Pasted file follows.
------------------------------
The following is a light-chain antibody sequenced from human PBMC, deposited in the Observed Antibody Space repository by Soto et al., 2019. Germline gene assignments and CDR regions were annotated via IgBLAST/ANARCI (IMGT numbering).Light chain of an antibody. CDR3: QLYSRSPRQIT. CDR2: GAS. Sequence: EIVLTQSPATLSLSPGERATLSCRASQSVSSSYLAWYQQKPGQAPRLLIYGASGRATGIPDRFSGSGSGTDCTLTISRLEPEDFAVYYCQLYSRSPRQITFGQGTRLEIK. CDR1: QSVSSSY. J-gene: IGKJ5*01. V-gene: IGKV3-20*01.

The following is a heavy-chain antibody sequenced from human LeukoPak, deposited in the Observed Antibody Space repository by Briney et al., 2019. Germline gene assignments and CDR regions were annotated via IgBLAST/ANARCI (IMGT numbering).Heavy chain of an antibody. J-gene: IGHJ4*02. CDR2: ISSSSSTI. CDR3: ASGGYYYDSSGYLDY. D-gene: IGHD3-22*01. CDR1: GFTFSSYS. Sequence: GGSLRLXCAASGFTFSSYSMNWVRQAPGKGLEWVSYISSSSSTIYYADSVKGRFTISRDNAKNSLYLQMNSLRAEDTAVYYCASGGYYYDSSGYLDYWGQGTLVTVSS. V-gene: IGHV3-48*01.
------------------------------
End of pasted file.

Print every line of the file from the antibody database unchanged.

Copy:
The following is a light-chain antibody sequenced from human PBMC, deposited in the Observed Antibody Space repository by Soto et al., 2019. Germline gene assignments and CDR regions were annotated via IgBLAST/ANARCI (IMGT numbering).Light chain of an antibody. CDR3: QLYSRSPRQIT. CDR2: GAS. Sequence: EIVLTQSPATLSLSPGERATLSCRASQSVSSSYLAWYQQKPGQAPRLLIYGASGRATGIPDRFSGSGSGTDCTLTISRLEPEDFAVYYCQLYSRSPRQITFGQGTRLEIK. CDR1: QSVSSSY. J-gene: IGKJ5*01. V-gene: IGKV3-20*01.

The following is a heavy-chain antibody sequenced from human LeukoPak, deposited in the Observed Antibody Space repository by Briney et al., 2019. Germline gene assignments and CDR regions were annotated via IgBLAST/ANARCI (IMGT numbering).Heavy chain of an antibody. J-gene: IGHJ4*02. CDR2: ISSSSSTI. CDR3: ASGGYYYDSSGYLDY. D-gene: IGHD3-22*01. CDR1: GFTFSSYS. Sequence: GGSLRLXCAASGFTFSSYSMNWVRQAPGKGLEWVSYISSSSSTIYYADSVKGRFTISRDNAKNSLYLQMNSLRAEDTAVYYCASGGYYYDSSGYLDYWGQGTLVTVSS. V-gene: IGHV3-48*01.